Finally Arrived in Ibiza

Sunday 5th July
We have finally arrived in the Ibiza.

 

The spectacular coast of NW Ibiza

 
And immeadatly we feel that this is much more like it, much more the Mediterranean we had imagined. Although, I have to admit to writing this at near midnight sitting on deck on anchor watch. We are anchored in an idyllic small cove surrounded by steep rocky cliffs, however, this evening, from nowhere a strong wind has got up. Luckily we are here alone as not many boats have enough anchor chain to anchor in the 25m of depth we have at this spot. So at least it is only our anchor and the cliffs I need worry about. So far things seem to be holding fast.

I am constantly surprised by how changeable the weather conditions are and how badly the weather forecasts predict things. We left Saturday morning having waved Rachael off on the Alicante Airport shuttle bus from Torrovieja the night before. The conditions and forecast was for F4 winds with a 1m swell the wind direction was not great but it was time to get away from the mainland and we prepared ourselves mentally for a slow slog. Within a couple of hours the wind was up to 30kts with a large swell breaking over the bows. We were managing to sail quite fast with reefed main, the staysail and a bit of engine to keep us as high to the wind as possible but were sailing more North than was ideal. By late afternoon we were all feeling quite tired and I was stealing myself to go below and heat through the Rissoto I had prepared for supper. We are still taking seasickness pills for long or rough passages but I think we have pretty much found our sea legs. A huge relief for me having been sea sick all my life  and with my less than auspicious start across Biscay. So it wasn’t the problem of queasiness bothering me as much as managing to move about below and keep hot pans safe.

One benifit of our northerly direction was that we had pretty much followed the coastline and looking at the chart we saw that we could dive behind Punta de la Escaleta that would hopefully give us a bit of protection from the wind and swell and drop the anchor. This would give us time to rest and allow us to eat without deviating from our course too far. The long beach here is Playa de Benidorm and as we came in closer it revealed itself, through the haze, in all its “splendor”. Dozen upon dozen of tall sky scrapers built amongst the rocky headlands with the high hills behind, it looked rather like a set of a Scifi movie.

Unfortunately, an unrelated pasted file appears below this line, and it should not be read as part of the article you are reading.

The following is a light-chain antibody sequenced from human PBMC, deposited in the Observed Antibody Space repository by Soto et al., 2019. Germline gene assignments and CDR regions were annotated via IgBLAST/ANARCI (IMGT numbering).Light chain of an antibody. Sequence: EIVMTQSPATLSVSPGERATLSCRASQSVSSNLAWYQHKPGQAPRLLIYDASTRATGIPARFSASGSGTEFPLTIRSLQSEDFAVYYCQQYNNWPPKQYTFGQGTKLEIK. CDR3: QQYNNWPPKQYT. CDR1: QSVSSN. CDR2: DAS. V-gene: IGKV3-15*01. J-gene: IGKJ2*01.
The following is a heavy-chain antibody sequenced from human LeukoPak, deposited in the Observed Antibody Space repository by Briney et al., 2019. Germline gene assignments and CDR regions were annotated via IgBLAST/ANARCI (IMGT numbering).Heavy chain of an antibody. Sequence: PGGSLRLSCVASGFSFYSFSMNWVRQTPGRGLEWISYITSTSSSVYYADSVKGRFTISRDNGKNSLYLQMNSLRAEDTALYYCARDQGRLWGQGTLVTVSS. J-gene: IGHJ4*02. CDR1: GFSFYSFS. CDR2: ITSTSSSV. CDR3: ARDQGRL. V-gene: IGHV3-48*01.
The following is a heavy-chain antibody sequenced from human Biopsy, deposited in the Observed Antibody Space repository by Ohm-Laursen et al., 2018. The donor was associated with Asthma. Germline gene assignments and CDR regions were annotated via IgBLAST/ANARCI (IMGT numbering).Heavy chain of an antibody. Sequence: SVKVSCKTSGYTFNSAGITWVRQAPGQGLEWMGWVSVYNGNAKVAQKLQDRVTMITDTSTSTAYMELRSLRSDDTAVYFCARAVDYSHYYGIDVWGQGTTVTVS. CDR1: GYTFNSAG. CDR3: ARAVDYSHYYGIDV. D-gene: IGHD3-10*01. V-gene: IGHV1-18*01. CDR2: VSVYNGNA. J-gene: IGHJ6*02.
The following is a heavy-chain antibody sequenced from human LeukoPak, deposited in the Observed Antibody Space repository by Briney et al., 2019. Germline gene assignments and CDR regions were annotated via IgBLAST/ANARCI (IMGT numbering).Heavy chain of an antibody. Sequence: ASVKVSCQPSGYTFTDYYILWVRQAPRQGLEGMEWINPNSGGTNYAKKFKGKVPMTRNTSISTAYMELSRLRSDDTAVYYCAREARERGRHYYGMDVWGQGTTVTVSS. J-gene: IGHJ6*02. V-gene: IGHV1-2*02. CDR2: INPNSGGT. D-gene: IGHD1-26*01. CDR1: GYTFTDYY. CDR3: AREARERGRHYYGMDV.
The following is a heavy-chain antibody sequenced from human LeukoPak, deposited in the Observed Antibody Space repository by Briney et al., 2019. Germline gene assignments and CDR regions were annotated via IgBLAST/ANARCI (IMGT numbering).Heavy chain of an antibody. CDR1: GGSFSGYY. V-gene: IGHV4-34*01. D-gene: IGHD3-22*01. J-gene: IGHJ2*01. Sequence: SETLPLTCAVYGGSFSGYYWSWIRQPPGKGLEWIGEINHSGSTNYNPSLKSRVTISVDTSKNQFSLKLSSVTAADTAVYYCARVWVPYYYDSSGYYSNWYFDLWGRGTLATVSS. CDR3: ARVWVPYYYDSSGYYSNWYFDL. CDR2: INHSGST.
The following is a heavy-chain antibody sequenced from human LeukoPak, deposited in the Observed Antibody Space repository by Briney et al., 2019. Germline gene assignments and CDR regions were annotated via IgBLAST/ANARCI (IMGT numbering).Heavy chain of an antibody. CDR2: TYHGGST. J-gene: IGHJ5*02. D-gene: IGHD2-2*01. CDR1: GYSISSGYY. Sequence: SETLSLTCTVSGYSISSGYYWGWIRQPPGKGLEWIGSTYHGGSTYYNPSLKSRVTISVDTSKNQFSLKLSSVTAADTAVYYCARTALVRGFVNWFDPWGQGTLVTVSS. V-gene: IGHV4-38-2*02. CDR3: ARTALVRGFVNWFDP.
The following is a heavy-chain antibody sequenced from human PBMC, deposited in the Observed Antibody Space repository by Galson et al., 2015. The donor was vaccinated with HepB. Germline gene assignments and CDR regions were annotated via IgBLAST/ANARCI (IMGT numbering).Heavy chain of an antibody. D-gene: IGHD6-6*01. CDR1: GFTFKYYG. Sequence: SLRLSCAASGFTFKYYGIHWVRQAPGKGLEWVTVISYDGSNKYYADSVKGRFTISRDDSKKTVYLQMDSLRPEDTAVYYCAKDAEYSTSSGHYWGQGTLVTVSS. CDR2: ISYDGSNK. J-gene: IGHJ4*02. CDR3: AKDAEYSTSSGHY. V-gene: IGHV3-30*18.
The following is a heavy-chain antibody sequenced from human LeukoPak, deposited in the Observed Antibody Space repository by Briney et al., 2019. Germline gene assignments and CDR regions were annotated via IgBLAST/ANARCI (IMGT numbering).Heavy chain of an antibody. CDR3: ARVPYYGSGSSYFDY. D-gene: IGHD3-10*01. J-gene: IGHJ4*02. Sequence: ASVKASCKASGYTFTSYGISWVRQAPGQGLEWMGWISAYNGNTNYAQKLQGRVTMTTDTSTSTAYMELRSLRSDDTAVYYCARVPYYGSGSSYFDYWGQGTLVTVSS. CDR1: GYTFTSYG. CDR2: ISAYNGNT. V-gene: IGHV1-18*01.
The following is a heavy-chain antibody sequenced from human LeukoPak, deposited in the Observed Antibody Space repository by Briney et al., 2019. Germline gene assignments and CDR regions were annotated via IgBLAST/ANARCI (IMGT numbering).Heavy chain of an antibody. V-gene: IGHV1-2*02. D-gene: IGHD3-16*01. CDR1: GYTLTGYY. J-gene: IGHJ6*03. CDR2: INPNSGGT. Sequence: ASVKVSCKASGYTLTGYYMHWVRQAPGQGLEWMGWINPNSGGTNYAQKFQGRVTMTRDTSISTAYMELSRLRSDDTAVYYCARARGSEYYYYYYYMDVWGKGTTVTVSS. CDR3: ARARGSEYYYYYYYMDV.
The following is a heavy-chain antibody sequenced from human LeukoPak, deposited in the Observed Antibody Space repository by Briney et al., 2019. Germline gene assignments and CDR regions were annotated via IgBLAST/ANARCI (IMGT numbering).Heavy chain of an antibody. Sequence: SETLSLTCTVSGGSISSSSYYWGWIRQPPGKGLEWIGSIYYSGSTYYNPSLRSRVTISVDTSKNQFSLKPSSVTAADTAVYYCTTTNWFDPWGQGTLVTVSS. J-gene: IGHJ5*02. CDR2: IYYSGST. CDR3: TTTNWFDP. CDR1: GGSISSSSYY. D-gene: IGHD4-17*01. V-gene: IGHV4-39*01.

The less spetacular coat of Benidorm

 
The stop was a good move, an hour or so later the four of us felt revived and ready for the rough night ahead. As we motored around the headland Rick noticed that the white horses out to sea looked a lot less and sure enough the wind had reduced, by the time I finished my watch at midnight we were motor sailing in a gentle breeze in almost flat seas. With only the odd tanker to contend with, as we passed through the outfall of the traffic separation system off Cabo de Nao, I enjoyed my watch. Although it did take a few minutes of worry to work out that the light to starboard was not a giant tanker but in fact the moon rising. 

With Matt to help with watches, the night passed quickly and we all got some sleep, when I came on deck to relieve him at 6am the lights and islands of Ibiza were clearly visible.

We took a look at the marina at San Antonio but decided that we could do without another day surrounded by boats and apartment blocks and went just a few miles up the island to Cala Salada, where I sit now. 

We have spent the day swimming and resting, watching the goings on of the other boats including the super yacht anchored next to us. Our nephew Jason who is holidaying in one of the resorts nearby came with a couple of friends to the bay and Matt picked them up in our dingy for a look around Raya. For supper we went back into the bay to eat at the small restaurant.

At one point the afternoon swimming came to an abrupt halt, when Matt took this selfie. My son is mad, we have just identified it as a mature Pelagia Noctiluca, a glow in the dark jelly fish that can give a very painful sting which leaves a mark on the skin. Luckily this one seems to have been asleep!

  

2 thoughts on “Finally Arrived in Ibiza

  1. All very exciting and Scary too. The Jelly fish would put me off for life I’m afraid. Where you anchored looked beautiful shame about the other side with all those buildings! Have a lovely time with penny and Steven and when I see you next I have some questions to ask about your sailing language lol. Loving the blogs and following you around. Lots of love xxx

    Liked by 1 person

  2. Well,well,well, fancy that you are anchored in the Bay in Cala Llonga.
    Fond memories as this was my first holiday abroad in my early 20’s
    Remember the lovely bay with the occasional strong breeze, where the warnings were to get the sun block on. Must be well saturated in hotels now, was in my 70”s when I packaged there.
    Anyway hope I haven’t bored you, and enjoy your circum navigation of Ibiza.
    Happy sailing
    Best wishes again
    Len & Diane
    X

    Liked by 1 person

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